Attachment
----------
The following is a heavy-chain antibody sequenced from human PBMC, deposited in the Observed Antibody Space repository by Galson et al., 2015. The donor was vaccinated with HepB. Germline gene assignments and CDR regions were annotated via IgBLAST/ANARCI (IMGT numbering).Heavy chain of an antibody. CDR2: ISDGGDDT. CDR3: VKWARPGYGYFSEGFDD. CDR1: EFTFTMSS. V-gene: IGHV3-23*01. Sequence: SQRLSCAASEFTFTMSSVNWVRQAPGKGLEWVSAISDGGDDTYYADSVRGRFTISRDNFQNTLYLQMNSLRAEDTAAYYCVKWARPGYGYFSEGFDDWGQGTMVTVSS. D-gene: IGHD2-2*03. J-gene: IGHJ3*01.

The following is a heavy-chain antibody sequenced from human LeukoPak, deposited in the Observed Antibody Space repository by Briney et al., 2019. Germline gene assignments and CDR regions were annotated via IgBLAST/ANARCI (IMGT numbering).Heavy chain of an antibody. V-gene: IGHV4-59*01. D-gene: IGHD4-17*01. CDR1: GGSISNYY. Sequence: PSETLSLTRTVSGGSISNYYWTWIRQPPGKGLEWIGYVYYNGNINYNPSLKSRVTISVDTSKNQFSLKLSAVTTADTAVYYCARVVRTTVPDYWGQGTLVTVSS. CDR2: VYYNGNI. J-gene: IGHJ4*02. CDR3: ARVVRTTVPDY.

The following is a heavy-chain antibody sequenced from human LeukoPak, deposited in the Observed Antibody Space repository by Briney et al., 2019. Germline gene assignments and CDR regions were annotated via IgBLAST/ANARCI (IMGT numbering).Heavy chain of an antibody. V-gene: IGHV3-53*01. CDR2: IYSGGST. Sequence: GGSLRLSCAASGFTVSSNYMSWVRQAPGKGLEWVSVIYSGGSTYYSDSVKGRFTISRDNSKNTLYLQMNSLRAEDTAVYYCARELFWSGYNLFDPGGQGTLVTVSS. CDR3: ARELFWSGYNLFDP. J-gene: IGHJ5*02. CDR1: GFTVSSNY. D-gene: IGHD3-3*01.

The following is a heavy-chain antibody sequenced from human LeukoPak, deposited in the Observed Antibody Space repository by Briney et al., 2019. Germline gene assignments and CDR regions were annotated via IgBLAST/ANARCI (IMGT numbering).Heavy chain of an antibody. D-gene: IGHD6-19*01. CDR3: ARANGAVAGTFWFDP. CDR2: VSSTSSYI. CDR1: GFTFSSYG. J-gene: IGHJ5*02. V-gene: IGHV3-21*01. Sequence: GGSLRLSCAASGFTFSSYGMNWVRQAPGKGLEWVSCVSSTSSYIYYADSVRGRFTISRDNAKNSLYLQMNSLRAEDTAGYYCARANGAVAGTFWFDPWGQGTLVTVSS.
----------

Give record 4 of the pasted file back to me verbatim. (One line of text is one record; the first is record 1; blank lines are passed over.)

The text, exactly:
The following is a heavy-chain antibody sequenced from human LeukoPak, deposited in the Observed Antibody Space repository by Briney et al., 2019. Germline gene assignments and CDR regions were annotated via IgBLAST/ANARCI (IMGT numbering).Heavy chain of an antibody. D-gene: IGHD6-19*01. CDR3: ARANGAVAGTFWFDP. CDR2: VSSTSSYI. CDR1: GFTFSSYG. J-gene: IGHJ5*02. V-gene: IGHV3-21*01. Sequence: GGSLRLSCAASGFTFSSYGMNWVRQAPGKGLEWVSCVSSTSSYIYYADSVRGRFTISRDNAKNSLYLQMNSLRAEDTAGYYCARANGAVAGTFWFDPWGQGTLVTVSS.